Edited by Vincent P. O’Hara, W. David Dickson and Richard Worth

(Naval Institute Press – £25.00) ISBN 9781 5911 4646 9


This is a series of crisp, clearly written accounts of the history, composition and performance of the main maritime combatants in the Second World - the USSR, USA, Japan, Britain, Germany, Italy and France. If I say that the authors succeed in compressing a mass of information on the armaments, training, tactics and personnel of the various navies into a small space, this makes their chapters sound as exciting as a shopping list. This is far from the case. Of course, some of the material is familiar; the British weakness in carrier aircraft, the Japanese shortage of skilled officers and the initial US underestimation of the submarine threat. But there is much here that is revealing, such as the Soviet emphasis in the 1920s on amphibious operations and their ability to incorporate and improve on foreign designs captured or purchased, such as the British L-55 submarine sunk in the Baltic in 1919.

There are some striking contrasts between the chapters. Mark Peattie’s essay on the Imperial Japanese Navy makes clear that its obsession with the great naval battle on the Tsushima pattern and its consequent failure to defend the Japanese merchant fleet meant that it was obliterated by US submarines. This defeat alone was just as decisive as an Anglo-American failure to win the Battle of the Atlantic would have been for the European theatre. Trent Hone’s chapter on the US Navy devotes a paragraph to this aspect of the Pacific War and otherwise concentrates on the epic surface battles. Evidently, the Coral Sea, Midway and the other Pacific battles are still the ones which dominate the US interpretation of the war. Hone’s comments on US Naval Intelligence in the Pacific also make a salutary contrast to the conventional wisdom on this side of the Atlantic, no mention of Enigma or British work in the field. David Wragg’s chapter on the Royal Navy pokes gentle fun at the rivalry between the US and British naval flyers but, oddly, for someone who has written about naval commanders, he has less to say about the men who commanded the Navy in the Second World War than the other contributors in the volume have about ‘their’ respective navies.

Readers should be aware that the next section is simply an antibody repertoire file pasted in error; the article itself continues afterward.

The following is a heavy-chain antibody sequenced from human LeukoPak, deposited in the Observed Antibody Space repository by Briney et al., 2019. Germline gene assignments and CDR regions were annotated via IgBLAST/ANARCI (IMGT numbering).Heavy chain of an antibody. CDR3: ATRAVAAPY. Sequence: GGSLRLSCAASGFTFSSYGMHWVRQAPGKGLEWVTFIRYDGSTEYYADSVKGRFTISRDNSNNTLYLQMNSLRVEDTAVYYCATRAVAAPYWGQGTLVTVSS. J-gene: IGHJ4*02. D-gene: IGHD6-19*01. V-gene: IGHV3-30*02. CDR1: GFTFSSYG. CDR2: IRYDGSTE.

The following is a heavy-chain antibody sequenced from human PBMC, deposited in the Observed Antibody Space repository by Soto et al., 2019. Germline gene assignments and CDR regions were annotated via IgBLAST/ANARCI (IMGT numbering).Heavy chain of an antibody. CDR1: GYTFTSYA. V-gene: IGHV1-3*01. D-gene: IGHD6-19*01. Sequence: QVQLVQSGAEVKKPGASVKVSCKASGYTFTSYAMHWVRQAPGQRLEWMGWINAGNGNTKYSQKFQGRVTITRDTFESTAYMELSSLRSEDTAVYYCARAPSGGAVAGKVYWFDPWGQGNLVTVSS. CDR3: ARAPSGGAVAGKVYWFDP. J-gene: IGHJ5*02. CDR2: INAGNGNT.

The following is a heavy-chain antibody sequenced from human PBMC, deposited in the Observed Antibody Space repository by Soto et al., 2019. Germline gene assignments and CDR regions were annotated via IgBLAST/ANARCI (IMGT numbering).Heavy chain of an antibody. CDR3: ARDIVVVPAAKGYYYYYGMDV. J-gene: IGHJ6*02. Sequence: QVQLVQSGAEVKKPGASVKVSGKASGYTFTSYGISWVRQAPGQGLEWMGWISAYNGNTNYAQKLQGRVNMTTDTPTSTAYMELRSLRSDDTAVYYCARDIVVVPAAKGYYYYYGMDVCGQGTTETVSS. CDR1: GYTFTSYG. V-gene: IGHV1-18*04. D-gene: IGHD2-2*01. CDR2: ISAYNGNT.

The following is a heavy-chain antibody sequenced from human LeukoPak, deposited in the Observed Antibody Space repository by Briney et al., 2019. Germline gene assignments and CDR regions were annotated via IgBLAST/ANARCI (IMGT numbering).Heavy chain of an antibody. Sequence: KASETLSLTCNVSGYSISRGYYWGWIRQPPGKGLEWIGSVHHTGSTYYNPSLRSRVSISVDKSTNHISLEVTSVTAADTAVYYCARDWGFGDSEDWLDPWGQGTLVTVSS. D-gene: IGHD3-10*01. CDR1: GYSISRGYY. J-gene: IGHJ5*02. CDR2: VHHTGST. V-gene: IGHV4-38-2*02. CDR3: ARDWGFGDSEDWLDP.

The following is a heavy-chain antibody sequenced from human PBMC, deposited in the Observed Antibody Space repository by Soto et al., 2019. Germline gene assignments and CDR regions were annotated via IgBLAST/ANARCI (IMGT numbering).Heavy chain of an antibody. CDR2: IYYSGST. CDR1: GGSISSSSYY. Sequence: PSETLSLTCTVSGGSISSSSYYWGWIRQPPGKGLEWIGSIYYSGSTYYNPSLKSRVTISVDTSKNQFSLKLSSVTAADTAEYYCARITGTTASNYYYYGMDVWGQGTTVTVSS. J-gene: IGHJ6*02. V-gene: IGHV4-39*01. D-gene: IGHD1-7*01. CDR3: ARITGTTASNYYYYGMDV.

John Jordan’s chapter on the successes and failings of the French Navy is detailed and balanced. The one criticism is that he perpetuates the myth that Churchill gave the French fleet in Mers el-Kebir the alternatives in July 1940 of sailing with the British or being sunk. Their commander was also given the option of being interned in some French port in the West Indies or in the United States, a choice which would have saved French pride and the lives of hundreds of sailors. It would also have encouraged many to join the Free French forces who were instead shocked and outraged by the RN’s destruction of their fleet.

            The various chapters are illuminating on the way in which alliances did or did not affect the naval war. Thus Stephen McLaughlin shows how British submariners helped improve Soviet torpedo firing techniques but failed to persuade them to begin a ‘perisher’ type course to train commanders in estimating the target’s course and speed. The Royal Navy had notoriously helped the Japanese develop their naval aviation after the First World War but it was left behind by Japanese developments in the 1930s. Britain was able to assist the US with anti-submarine techniques and material, while US aircraft transformed the Royal Navy’s aviation. By comparison, German-Japanese naval cooperation appears from these accounts to have been negligible. On the other hand, Enrico Cernuschi and Vincent P. O’Hara mount a well-informed defence of the Italian navy and the assistance which it gave to the Germans. Not least was the way in which the Royal Navy had to disperse its anti-submarine efforts to the Mediterranean and so leave the Germans freer to attack allied commerce elsewhere. Altogether, Italian submarines sank 16,396 tons of allied ships for every submarine they lost compared with allied sinkings of 17,334 tons of Axis ships for every submarine sunk in the Mediterranean. Until the allied invasion of North Africa, the authors argue that the Regia Marina kept North African forces supplied and British forces stretched even though the British had the great advantage of having cracked the German codes and so could frequently intercept Italian convoys. 

O’Hara, Dickinson and Worth have edited a compact, thoughtful work of reference which is also a pleasure to read.


Philip Towle

University of Cambridge